While travelling throughout Ghana, I acquired several new names. Ghanaians do not hesitate to announce that a visitor is in their midst, and children as well as adults called out the local word for “white person” whenever I passed. In the southern/central parts of the country where Twi is spoken, I became obroni. Although obroni directly translates as “person from a different land”, race is a huge indicator of belonging, and therefore visitor becomes synonymous with white or lighter-skinned person. In the Northern Region where Dagbani coexists with a diversity of other languages, I became salminga. In the Upper East Region where Frafra and Kusaal are spoken, I became nasara, literally “English speaker.” In practice, this word describes people with lighter skin, including asians, latinos, americans, europeans, etc.
Day in and day out people called out and chanted these names at me. Some people just wanted to announce my presence or get my attention, but often times, it felt like harassment. Regardless of whether I responded or not, I could count on renewed shouts of “obroni, obroni, obroni” or “nasara, nasara, nasara.” I just wanted to be left alone, to be a little more anonymous in a place where my appearance stood out so much.
However, most of these people were well-meaning.Taking the time to greet and chat with another person is an important aspect of life across the various regions and cultures of Ghana. As I hurried through streets with my mind on a mission, I was being rude by disregarding the social part of life. When people called out to me, they were reminding me: stop, acknowledge me, come here, let’s enjoy each other’s company.
Once I arrived in the village, I received my first unique name. Robert, my host, baptized me Awinpoka, which means God’s woman in Kusaal. After marriage, a woman moves with her husband’s family, oftentimes sharing the same yard or compound house with her in-laws. The husband’s family gives the wife a new name. What I thought was an innocent, welcoming gesture, others interpreted as a symbol of my marriage into the Apiim family. Many people soon learned that I did not favor the idea, and they loved to joke that I was Robert’s wife, which was guaranteed to infuriate me.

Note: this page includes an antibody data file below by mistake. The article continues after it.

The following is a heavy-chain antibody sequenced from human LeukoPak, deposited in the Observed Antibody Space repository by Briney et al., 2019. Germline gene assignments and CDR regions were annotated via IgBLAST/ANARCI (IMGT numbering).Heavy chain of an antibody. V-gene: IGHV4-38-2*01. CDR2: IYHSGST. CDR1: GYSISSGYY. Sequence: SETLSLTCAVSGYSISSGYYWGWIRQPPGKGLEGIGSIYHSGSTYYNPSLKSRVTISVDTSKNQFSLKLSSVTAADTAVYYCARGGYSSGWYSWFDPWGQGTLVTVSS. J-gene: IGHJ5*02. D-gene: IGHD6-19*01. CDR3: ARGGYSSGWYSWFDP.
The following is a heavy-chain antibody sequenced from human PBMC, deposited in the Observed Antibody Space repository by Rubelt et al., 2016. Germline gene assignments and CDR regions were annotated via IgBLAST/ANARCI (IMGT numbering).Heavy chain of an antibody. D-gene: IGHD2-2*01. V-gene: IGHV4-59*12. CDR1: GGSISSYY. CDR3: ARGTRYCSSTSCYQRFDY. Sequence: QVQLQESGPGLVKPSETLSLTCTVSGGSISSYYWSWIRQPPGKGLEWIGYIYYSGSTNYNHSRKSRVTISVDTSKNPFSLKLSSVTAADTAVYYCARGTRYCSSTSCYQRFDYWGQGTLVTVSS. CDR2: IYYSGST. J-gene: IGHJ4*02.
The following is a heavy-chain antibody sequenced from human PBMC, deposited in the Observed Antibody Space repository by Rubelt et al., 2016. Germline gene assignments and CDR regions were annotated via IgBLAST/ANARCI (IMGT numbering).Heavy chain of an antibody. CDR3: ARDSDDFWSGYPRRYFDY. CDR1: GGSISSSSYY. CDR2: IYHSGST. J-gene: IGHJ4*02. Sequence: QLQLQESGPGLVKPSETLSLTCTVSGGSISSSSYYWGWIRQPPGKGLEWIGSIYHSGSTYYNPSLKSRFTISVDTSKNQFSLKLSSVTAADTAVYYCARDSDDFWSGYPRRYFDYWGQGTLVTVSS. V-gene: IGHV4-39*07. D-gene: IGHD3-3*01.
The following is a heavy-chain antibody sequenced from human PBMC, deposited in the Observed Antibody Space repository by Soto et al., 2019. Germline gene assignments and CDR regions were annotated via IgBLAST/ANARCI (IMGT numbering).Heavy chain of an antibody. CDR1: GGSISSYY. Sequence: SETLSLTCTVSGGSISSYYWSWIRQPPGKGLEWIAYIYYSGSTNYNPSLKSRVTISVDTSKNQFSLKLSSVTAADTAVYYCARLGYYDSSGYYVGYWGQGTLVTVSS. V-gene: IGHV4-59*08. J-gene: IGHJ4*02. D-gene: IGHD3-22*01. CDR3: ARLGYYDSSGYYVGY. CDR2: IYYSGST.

Marriage aside, names in the village are often symbolic and meaningful. Whenever I shared my actual name, people always asked the meaning of Jenna, a question to which I had no answer (Babynames.com tells me it means little bird). They cannot fathom that my parents chose my name for its pleasant sound, rather than its significance.
Most children are given two names: a Kusaasi name and a “Christian” name. The Kusaasi name might reflect the day of the week on which the child was born. Monday is Atinidad; Tuesday, Telata; Wednesday, Alaridad; Thursday, Alamishi; Friday, ;Saturday, Asibi; and Sunday, Alahadad. (Forgive my phoneticized spellings of Kusaal.) This practice is common with other groups in Ghana. The Kusaasi name might also express religious beliefs. For example, Robert and Mary have included Awin, meaning God, in the names of their three children. The first born is named Awintuma, which means God’s work; the second born is named Awinpanga, which means God’s power; and the third born is named Awinyeye, which means God sees. Robert explained that these names indicate that he and his wife have abandoned traditional beliefs and taken up Christianity. Most children in the Apiim family are named for their birthday or for their devotion to God. Other Kusaasi names refer to unique characteristics or events of an individual’s life. For example, one of Robert’s great nephews is named Akumbo, meaning death will not lose. Akumbo’s mother died while giving birth, and his name serves as a reminder of this sad occurrence. The second “Christian” name would be better described as an English name. Common names include Mary, Sarah, Hannah, John, Gifty, Stephen, David, Lydia, Comfort.
A final fun fact about names in Kamega: when a man establishes a family, he chooses a new surname for his wife (wives) and children